Israel is among the few countries that practice environmental surveillance for polio, beginning in 1989. Checking designated sites along sewage systems every month for evidence of the virus allows for early detection before there are paralytic cases. For the past decade, the researchers have been trying to trace the origin of the strain that infected two individuals in Central Israel. They tracked the strains to the sewage system, and have been working to pinpoint the origin. Fortunately, because Israel maintains herd immunity for the disease, the wider population has not been threatened.
Dr. Shulman says that in the lab, each strain of the virus can be identified from its genomic structure and traced back to the region from which it originated. "From the sequence of the genome, you can match it with known sequences reported by labs throughout the world," he explains. For example, he and his colleagues traced a wild poliovirus discovered in sewage from the Gaza District to a village in Egypt.
New hope for curing persistent infections
Convinced by the efficacy of Israel's environmental surveillance program, many other countries are starting to develop tracking programs of their own. As a result, they are finding evidence of vaccine-derived polio cases in humans. Paradoxically, Dr. Shulman sees a beacon of hope in these discoveries. As labs across the world report more cases, researchers gain a better understanding of how polioviruses establish persistent infections and can then develop effective measures to eliminate them.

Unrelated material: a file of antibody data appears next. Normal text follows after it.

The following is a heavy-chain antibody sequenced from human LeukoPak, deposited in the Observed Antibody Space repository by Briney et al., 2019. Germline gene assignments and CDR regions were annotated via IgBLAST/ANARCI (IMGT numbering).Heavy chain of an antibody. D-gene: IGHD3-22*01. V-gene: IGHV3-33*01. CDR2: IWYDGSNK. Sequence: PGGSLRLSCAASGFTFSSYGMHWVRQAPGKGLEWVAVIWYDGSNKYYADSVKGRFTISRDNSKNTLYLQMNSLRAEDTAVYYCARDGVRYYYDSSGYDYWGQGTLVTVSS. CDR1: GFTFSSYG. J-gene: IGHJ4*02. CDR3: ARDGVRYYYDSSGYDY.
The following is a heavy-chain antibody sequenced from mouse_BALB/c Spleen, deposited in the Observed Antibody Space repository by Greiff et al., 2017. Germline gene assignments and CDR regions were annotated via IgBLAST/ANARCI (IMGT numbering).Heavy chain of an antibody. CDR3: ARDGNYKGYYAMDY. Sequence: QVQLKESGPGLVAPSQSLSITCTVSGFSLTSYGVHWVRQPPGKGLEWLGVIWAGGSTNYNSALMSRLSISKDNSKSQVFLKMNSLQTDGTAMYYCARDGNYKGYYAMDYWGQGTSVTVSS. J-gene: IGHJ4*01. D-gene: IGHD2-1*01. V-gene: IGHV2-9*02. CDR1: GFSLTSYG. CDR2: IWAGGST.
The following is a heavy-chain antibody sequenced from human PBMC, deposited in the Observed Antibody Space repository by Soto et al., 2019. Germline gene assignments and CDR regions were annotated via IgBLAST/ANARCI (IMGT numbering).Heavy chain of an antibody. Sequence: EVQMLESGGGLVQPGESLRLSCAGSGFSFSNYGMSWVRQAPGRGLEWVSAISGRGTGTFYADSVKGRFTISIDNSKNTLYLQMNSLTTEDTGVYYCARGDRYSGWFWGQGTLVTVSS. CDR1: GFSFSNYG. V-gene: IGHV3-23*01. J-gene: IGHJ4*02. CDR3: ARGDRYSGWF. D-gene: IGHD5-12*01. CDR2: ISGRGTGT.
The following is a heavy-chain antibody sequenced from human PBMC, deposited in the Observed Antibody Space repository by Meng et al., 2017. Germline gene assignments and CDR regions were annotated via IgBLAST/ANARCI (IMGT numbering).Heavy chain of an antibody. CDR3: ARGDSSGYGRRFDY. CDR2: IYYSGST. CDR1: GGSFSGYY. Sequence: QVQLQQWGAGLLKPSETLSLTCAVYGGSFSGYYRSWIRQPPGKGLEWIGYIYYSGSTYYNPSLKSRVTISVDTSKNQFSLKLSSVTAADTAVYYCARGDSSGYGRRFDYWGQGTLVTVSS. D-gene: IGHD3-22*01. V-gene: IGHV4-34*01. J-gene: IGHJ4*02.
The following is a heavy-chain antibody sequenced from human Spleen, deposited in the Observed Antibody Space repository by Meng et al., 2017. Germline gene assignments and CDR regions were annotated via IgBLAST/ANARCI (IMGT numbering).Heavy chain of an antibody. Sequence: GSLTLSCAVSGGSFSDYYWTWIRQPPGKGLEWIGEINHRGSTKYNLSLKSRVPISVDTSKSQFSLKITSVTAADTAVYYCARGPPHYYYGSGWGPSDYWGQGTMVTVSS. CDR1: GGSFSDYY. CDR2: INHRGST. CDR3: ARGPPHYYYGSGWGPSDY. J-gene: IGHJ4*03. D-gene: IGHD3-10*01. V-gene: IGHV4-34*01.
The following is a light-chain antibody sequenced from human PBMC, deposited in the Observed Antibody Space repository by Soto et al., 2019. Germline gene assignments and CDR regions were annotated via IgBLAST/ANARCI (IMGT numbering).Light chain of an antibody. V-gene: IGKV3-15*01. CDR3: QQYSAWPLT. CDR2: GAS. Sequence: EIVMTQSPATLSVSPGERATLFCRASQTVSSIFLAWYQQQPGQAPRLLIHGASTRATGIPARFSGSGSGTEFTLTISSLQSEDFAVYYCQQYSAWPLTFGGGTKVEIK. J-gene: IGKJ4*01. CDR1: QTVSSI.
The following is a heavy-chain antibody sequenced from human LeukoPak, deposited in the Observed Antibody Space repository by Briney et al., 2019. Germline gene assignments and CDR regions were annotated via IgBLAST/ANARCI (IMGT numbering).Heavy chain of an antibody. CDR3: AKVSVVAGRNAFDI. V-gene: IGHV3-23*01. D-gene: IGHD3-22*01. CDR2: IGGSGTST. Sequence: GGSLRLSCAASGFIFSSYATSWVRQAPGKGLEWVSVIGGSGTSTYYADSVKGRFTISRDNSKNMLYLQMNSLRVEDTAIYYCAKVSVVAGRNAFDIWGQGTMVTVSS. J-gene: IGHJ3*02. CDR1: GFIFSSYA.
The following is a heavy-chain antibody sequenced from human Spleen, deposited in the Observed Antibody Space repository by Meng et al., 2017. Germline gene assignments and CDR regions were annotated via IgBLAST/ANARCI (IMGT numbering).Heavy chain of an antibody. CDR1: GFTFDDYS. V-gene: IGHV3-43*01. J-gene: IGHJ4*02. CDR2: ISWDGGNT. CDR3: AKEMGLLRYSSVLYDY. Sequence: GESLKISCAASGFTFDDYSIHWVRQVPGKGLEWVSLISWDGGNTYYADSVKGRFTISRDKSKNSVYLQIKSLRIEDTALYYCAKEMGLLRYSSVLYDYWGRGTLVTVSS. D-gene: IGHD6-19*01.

The fellow researchers are now working to develop compounds that can effectively fight these rare cases of persistent poliovirus infections. So far, they have seen promising results, noting that the mutants strains have not become resistant to the drugs under investigation. But for now, Dr. Shulman
|Contact: George Hunka|
American Friends of Tel Aviv University